By Mark Gutglueck
On December 18, 1917, the U.S. Senate proposed the Eighteenth Amendment, which was intended to ban the sale and availability of alcoholic beverages. Prior to that, in a few places in San Bernardino County, alcohol was already outlawed. One of those was the town of Victor, later known as Victorville. On November 18, 1918, prior to ratification of the Eighteenth Amendment, the U.S. Congress passed the temporary Wartime Prohibition Act, which banned the sale of alcoholic beverages having an alcohol content of greater than 2.75%. Curiously, this act had been intended to save grain for the war effort but it was actually passed after the armistice ending World War I, then known as The Great War, on November 11, 1918. The Wartime Prohibition Act took effect June on 30, 1919, with July 1, 1919, becoming known as the “Thirsty-First” day.
On January 15, 1919, the 18th Amendment was approved a 36th state, ratifying it as a part of the Constitution. By the terms of the amendment, the country went dry one year later, on January 17, 1920.
On October 28, 1919, Congress passed the Volstead Act, the popular name for the National Prohibition Act, over President Woodrow Wilson’s veto. The act established the legal definition of intoxicating liquors as well as penalties for producing them. Although the Volstead Act prohibited the sale of alcohol, the federal government lacked resources to enforce it. Soon bootlegging was rampant and speakeasy clubs, where liquor was illicitly available, proliferated.
While Prohibition was successful in reducing the amount of liquor consumed, it stimulated underground, organized and widespread criminal activity. While San Bernardino County hosted far less of the violent gangland crime than did places such as Chicago, Cleveland, Kansas City, New Jersey and New York that came about as a result of Prohibition, there was bootlegging activity in many local areas.
A far less than comprehensive narrative of incidents involving bootlegging and illegal possession of alcohol in San Bernardino County at various times during Prohibition follow.
On January 18, 1922 Tom Garcia and Gave Angelo were arrested by Officer J. D. Morgan at Eighth and J Street in Colton after they were each found to have a small quantity of liquor in their packets. They were brought before Judge F. H. Owen on January 19 and released upon paying a fine of $25 each.
The first part of September 1922 proved to be a particularly active time for alcohol scofflaws in San Bernardino County.
On September 7, 1922, Ray Florano of East Highlands was arrested on a charge of transporting liquor within the city limits of Redlands. Florano was driving a car in which J. Gaza of Colton and Francisco Lopez were passengers. The car was stopped on Colton Avenue by Redlands police officer J.F. Casteel for exceeding the speed limit. A search of the vehicle found a gallon jug half full of wine. Gaza had $421.85 in his pockets. Florano claimed he did not know the wine was in the car.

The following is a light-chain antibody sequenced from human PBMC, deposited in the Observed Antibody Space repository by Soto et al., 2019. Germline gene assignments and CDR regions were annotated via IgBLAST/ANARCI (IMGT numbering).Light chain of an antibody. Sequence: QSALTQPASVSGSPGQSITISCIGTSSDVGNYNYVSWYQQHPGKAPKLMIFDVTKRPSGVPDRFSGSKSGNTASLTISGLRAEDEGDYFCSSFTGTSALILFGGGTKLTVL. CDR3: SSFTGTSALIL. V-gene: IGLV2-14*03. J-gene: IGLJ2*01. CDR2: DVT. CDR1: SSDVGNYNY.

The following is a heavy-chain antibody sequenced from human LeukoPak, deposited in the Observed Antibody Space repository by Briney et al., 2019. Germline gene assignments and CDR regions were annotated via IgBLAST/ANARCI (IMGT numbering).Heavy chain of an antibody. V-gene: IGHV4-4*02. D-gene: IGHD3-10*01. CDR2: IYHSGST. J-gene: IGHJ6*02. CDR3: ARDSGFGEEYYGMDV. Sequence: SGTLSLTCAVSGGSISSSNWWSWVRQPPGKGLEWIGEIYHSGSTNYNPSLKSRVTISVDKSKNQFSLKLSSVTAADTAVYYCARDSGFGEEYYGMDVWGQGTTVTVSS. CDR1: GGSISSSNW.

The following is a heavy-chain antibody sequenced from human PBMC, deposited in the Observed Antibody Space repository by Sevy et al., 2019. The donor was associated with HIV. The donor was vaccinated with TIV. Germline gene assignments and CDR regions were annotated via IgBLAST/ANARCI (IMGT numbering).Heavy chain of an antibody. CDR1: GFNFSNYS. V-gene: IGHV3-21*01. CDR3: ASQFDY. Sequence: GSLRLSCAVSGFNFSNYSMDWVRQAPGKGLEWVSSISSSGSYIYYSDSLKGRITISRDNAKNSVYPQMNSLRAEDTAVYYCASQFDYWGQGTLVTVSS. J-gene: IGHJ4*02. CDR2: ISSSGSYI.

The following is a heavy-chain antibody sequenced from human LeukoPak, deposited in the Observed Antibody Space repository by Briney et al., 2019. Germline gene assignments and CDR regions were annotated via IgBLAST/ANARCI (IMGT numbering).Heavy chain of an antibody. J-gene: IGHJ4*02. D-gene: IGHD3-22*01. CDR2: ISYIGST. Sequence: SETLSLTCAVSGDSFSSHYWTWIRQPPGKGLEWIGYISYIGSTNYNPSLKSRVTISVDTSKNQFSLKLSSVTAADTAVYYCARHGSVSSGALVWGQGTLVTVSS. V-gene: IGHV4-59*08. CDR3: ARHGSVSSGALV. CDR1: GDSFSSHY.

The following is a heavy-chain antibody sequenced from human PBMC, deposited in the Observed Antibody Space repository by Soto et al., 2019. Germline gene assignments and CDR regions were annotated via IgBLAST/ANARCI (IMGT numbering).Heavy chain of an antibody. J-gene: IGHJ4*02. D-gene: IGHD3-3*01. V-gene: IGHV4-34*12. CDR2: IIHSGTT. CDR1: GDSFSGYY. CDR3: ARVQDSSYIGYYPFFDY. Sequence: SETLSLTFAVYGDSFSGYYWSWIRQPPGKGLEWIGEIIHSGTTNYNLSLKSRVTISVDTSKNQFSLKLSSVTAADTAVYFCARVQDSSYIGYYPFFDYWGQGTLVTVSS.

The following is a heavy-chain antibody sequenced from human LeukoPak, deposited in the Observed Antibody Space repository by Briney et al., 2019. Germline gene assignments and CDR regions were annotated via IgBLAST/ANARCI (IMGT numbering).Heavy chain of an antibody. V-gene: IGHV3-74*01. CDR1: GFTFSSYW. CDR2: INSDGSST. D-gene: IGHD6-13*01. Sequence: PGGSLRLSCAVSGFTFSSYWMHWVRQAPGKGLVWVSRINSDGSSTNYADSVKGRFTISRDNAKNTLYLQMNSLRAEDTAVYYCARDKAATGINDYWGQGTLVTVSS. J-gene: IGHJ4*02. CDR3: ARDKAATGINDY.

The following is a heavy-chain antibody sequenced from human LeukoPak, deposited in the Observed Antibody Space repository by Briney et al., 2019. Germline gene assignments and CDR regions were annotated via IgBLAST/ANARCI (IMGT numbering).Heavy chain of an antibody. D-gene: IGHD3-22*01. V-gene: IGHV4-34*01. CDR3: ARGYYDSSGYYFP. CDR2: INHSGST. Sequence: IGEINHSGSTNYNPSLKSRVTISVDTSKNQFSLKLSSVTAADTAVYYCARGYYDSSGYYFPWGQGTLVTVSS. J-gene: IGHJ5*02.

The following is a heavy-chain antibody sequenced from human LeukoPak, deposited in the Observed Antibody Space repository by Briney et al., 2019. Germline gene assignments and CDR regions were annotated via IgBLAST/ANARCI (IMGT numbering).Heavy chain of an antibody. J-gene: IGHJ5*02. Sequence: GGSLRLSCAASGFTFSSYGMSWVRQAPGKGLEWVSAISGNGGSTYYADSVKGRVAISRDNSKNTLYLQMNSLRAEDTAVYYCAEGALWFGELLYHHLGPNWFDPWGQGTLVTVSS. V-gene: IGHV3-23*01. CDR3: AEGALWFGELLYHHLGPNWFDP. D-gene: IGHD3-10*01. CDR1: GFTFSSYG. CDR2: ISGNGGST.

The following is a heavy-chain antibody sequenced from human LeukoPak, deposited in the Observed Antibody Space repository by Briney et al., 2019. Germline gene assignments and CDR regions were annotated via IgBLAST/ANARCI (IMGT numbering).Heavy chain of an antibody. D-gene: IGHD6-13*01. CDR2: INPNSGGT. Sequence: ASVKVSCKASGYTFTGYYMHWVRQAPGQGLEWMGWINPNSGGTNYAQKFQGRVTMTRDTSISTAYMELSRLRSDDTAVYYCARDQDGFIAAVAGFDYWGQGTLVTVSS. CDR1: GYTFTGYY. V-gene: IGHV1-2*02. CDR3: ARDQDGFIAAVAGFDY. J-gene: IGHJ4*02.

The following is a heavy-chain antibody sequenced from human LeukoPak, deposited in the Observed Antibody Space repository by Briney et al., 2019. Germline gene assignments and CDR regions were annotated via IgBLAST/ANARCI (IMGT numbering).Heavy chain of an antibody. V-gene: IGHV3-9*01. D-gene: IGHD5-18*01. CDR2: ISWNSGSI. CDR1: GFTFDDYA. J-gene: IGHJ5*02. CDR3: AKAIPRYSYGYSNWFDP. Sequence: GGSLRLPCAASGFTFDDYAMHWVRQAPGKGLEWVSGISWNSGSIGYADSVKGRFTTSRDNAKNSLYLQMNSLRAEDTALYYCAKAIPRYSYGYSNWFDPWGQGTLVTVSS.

On September 8, 1922, Antonio Delgado, who was a contractor working for S. Sevretti supervising a team of men picking grapes in Sevretti’s Ontario vineyard, was arrested for selling liquor and the tent where he was living at Fourth Street and Baker raided after it was learned that he was selling liquor in large quantities to local men. The raid consisted of Ontario Chief of Police F.O. Hardy and officers A.L. Crosslin, Fred Price and M. Rushen driving to the location and Rushen, who was not wearing his uniform, going to the tent at after 9 p.m., waking Delgado and asking him for a gallon of wine. After Rushen paid $3.50 for it, the others moved in and arrested Delgado. They confiscated ten gallons of wine found inside the tent. Subsequently Delgado appeared before Judge George R. Crane of Upland and Delgado was place in jail in lieu of $1,000 bail.
On September 9, 1922 deputy sheriff Jack Brown went to the home of Julius Santeena on Waterman Avenue near San Bernardino to serve a warrant for petty larceny. When Brown banged at Santeena’s door, Santeena answered and Brown asked if he was Santeena. Santeena said that he was not. When Brown asked who he was, Santeena is said to have responded “What in the hell is that to you?” and slammed the door. Brown forced his way into the residence. Therein he found that Santeena, a rancher, had ten gallons of wine in large jugs, which he was transferring into quart bottles. Santeena was arrested and charged with violating Ordinance 194.